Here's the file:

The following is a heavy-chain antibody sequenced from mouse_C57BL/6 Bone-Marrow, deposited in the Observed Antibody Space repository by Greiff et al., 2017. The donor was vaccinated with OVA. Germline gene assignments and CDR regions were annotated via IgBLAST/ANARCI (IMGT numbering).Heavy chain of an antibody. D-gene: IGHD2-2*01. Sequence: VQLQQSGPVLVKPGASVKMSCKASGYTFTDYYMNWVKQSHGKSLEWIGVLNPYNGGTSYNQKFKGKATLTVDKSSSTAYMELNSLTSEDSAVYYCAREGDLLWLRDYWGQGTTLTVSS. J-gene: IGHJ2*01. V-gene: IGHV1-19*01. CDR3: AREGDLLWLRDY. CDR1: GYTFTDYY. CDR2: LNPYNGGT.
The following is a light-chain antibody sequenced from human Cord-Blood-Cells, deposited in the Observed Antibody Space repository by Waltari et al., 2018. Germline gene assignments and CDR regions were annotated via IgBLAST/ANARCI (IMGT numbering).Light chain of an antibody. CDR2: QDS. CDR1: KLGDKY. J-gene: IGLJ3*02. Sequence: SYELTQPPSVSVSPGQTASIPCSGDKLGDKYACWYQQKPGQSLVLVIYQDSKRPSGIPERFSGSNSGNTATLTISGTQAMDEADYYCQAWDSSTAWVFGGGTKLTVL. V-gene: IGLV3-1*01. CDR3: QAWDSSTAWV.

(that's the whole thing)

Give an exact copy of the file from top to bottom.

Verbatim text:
The following is a heavy-chain antibody sequenced from mouse_C57BL/6 Bone-Marrow, deposited in the Observed Antibody Space repository by Greiff et al., 2017. The donor was vaccinated with OVA. Germline gene assignments and CDR regions were annotated via IgBLAST/ANARCI (IMGT numbering).Heavy chain of an antibody. D-gene: IGHD2-2*01. Sequence: VQLQQSGPVLVKPGASVKMSCKASGYTFTDYYMNWVKQSHGKSLEWIGVLNPYNGGTSYNQKFKGKATLTVDKSSSTAYMELNSLTSEDSAVYYCAREGDLLWLRDYWGQGTTLTVSS. J-gene: IGHJ2*01. V-gene: IGHV1-19*01. CDR3: AREGDLLWLRDY. CDR1: GYTFTDYY. CDR2: LNPYNGGT.
The following is a light-chain antibody sequenced from human Cord-Blood-Cells, deposited in the Observed Antibody Space repository by Waltari et al., 2018. Germline gene assignments and CDR regions were annotated via IgBLAST/ANARCI (IMGT numbering).Light chain of an antibody. CDR2: QDS. CDR1: KLGDKY. J-gene: IGLJ3*02. Sequence: SYELTQPPSVSVSPGQTASIPCSGDKLGDKYACWYQQKPGQSLVLVIYQDSKRPSGIPERFSGSNSGNTATLTISGTQAMDEADYYCQAWDSSTAWVFGGGTKLTVL. V-gene: IGLV3-1*01. CDR3: QAWDSSTAWV.